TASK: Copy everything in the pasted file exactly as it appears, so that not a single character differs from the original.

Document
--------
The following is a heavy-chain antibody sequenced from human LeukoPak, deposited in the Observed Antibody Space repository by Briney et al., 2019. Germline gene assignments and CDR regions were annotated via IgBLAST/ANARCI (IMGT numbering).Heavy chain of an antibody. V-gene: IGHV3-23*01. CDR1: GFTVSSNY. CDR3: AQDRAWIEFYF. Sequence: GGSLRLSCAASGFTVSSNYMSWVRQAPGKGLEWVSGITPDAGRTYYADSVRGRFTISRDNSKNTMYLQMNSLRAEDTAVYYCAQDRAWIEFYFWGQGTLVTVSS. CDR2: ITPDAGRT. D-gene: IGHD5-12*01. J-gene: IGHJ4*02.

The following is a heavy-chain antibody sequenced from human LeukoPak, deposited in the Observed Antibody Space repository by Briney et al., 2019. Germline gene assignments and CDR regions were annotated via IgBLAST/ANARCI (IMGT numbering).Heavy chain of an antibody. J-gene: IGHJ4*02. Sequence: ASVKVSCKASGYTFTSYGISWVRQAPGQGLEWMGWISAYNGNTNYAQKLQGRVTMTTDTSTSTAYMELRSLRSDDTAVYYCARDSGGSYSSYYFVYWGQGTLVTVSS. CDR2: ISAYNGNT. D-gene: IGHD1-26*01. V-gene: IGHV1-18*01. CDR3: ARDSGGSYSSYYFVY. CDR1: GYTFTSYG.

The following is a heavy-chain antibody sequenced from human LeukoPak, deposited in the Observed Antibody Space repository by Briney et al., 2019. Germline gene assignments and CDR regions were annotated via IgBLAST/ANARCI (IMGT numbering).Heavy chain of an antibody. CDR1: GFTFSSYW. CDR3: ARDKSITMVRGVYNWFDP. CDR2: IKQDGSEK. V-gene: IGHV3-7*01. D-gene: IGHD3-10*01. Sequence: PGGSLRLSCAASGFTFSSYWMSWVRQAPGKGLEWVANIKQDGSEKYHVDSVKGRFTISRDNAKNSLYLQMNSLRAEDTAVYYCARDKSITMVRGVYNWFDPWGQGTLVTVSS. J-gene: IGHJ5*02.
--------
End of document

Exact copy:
The following is a heavy-chain antibody sequenced from human LeukoPak, deposited in the Observed Antibody Space repository by Briney et al., 2019. Germline gene assignments and CDR regions were annotated via IgBLAST/ANARCI (IMGT numbering).Heavy chain of an antibody. V-gene: IGHV3-23*01. CDR1: GFTVSSNY. CDR3: AQDRAWIEFYF. Sequence: GGSLRLSCAASGFTVSSNYMSWVRQAPGKGLEWVSGITPDAGRTYYADSVRGRFTISRDNSKNTMYLQMNSLRAEDTAVYYCAQDRAWIEFYFWGQGTLVTVSS. CDR2: ITPDAGRT. D-gene: IGHD5-12*01. J-gene: IGHJ4*02.

The following is a heavy-chain antibody sequenced from human LeukoPak, deposited in the Observed Antibody Space repository by Briney et al., 2019. Germline gene assignments and CDR regions were annotated via IgBLAST/ANARCI (IMGT numbering).Heavy chain of an antibody. J-gene: IGHJ4*02. Sequence: ASVKVSCKASGYTFTSYGISWVRQAPGQGLEWMGWISAYNGNTNYAQKLQGRVTMTTDTSTSTAYMELRSLRSDDTAVYYCARDSGGSYSSYYFVYWGQGTLVTVSS. CDR2: ISAYNGNT. D-gene: IGHD1-26*01. V-gene: IGHV1-18*01. CDR3: ARDSGGSYSSYYFVY. CDR1: GYTFTSYG.

The following is a heavy-chain antibody sequenced from human LeukoPak, deposited in the Observed Antibody Space repository by Briney et al., 2019. Germline gene assignments and CDR regions were annotated via IgBLAST/ANARCI (IMGT numbering).Heavy chain of an antibody. CDR1: GFTFSSYW. CDR3: ARDKSITMVRGVYNWFDP. CDR2: IKQDGSEK. V-gene: IGHV3-7*01. D-gene: IGHD3-10*01. Sequence: PGGSLRLSCAASGFTFSSYWMSWVRQAPGKGLEWVANIKQDGSEKYHVDSVKGRFTISRDNAKNSLYLQMNSLRAEDTAVYYCARDKSITMVRGVYNWFDPWGQGTLVTVSS. J-gene: IGHJ5*02.